Hannover, Germany – Wherever industrial parts are manufactured or processed, parts cleaning technology is critical for the successful outcome of downstream manufacturing processes, and for the quality of the finished product. High standards of cleanliness are required, involving the removal of particulate residues and surface films – and the standards are getting more demanding all the time. In order to remain competitive, companies around the world are under pressure to clean their parts to the required standards at the lowest possible cost. They can only do this, however, by reviewing and optimizing processes on a regular basis. parts2clean, which takes place October 23-25, 2018, at the Stuttgart Exhibition Center, is a prime international source of the necessary parts cleaning know-how as well as an ideal buyers’ platform.
The market relevance of parts2clean is underscored by the fact that as many as 87% of the show’s attendees play a role in their companies’ procurement decisions. Moreover, “81% of the professionals who attended parts2clean in 2017 came with actual purchasing intent,” remarked Olaf Daebler, global director of parts2clean at Deutsche Messe. “Nearly half were planning investments in excess of 100,000 euros.” In 2017, the International Trade Fair for Industrial Parts and Surface Cleaning was attended by some 4,900 trade professionals from 41 countries.”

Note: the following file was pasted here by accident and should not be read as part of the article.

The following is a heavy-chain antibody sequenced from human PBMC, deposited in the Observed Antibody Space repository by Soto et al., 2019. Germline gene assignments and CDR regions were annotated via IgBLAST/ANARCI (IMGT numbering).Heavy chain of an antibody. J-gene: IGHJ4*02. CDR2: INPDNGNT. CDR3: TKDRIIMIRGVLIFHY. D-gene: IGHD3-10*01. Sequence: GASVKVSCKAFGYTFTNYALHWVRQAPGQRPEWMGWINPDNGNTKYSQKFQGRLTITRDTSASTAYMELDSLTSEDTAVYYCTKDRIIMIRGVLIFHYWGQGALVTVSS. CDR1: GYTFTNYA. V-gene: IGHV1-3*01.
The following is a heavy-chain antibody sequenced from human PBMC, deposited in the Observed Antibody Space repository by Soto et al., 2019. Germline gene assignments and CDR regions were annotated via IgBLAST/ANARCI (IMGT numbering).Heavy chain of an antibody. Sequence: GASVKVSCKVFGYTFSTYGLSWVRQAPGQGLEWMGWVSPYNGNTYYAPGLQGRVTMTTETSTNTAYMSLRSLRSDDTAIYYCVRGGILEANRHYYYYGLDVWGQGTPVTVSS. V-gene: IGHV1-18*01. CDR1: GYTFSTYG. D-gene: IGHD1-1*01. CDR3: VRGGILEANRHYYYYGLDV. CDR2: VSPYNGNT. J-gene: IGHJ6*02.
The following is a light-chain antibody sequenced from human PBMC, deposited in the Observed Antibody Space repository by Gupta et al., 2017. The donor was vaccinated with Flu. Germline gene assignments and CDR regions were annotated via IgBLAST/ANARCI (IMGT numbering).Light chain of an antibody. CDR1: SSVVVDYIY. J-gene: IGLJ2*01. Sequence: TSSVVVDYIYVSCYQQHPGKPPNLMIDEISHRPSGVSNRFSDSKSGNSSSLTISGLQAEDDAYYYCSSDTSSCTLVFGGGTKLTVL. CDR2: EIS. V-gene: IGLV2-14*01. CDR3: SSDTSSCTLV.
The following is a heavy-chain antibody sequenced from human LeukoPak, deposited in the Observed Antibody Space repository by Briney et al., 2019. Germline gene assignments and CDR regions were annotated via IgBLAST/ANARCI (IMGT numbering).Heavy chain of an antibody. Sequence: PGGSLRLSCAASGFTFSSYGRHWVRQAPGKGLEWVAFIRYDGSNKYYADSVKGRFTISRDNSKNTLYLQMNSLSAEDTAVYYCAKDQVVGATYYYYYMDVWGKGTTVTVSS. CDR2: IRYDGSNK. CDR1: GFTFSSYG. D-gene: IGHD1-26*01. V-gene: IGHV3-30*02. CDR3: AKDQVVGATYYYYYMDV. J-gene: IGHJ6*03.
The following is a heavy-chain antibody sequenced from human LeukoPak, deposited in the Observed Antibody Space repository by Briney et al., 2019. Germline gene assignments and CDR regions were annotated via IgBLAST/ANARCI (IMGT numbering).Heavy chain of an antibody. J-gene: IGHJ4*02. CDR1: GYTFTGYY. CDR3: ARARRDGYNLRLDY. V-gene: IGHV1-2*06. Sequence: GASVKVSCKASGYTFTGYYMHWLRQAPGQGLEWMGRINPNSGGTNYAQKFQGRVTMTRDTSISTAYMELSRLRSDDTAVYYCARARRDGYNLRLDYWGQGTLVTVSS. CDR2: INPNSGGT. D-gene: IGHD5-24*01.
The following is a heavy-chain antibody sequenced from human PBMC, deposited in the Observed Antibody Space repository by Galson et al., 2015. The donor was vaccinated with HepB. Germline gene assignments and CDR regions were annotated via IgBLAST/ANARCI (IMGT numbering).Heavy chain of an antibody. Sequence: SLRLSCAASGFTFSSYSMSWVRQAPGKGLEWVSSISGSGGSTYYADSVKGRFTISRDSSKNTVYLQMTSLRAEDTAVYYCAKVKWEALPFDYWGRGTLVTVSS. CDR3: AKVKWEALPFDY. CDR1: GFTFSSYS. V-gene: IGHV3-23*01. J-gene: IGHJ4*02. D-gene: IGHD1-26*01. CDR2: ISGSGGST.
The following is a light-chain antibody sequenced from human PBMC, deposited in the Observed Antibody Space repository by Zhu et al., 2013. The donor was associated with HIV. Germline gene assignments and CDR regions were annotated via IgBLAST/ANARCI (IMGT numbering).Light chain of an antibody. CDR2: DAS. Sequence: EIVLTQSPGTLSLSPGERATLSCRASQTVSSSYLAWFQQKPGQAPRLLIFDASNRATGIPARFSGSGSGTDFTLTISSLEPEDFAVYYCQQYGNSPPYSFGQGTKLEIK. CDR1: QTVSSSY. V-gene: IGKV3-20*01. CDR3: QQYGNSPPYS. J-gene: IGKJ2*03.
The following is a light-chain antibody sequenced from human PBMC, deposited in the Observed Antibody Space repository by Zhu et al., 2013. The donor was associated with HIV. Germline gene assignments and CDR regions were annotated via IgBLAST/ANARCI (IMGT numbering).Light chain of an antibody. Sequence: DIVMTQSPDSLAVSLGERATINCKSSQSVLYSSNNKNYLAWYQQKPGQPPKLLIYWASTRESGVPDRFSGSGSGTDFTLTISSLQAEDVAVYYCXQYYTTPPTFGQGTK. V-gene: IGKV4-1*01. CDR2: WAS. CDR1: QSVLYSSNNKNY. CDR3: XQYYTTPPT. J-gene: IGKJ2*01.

Attractive special formats highlight the complete process chain
Exhibitors – solution providers – at the 2018 event cover plant and installations, processes, process media and their conditioning for the degreasing, cleaning and pre-treatment of parts and components, handling and process automation, washer baskets and pallets, cleanroom technology, quality assurance, test methods and analytical procedures for cleanliness inspection, corrosion protection, preservation and packaging, as well as contract cleaning. While the range of exhibits addressing every link of the process chain is unparalleled throughout the world, parts2clean also highlights various special-interest themes such as deburring and cleaning in electronics production and medical technology, as well as ultra-fine cleaning and quality control in cleanroom environments.
“The displays not only cover the latest in technology, but also the demands posed by global trends such as digitization, electromobility, miniaturization and lightweight construction, as well as the solutions capable of meeting these challenges,” Daebler comments.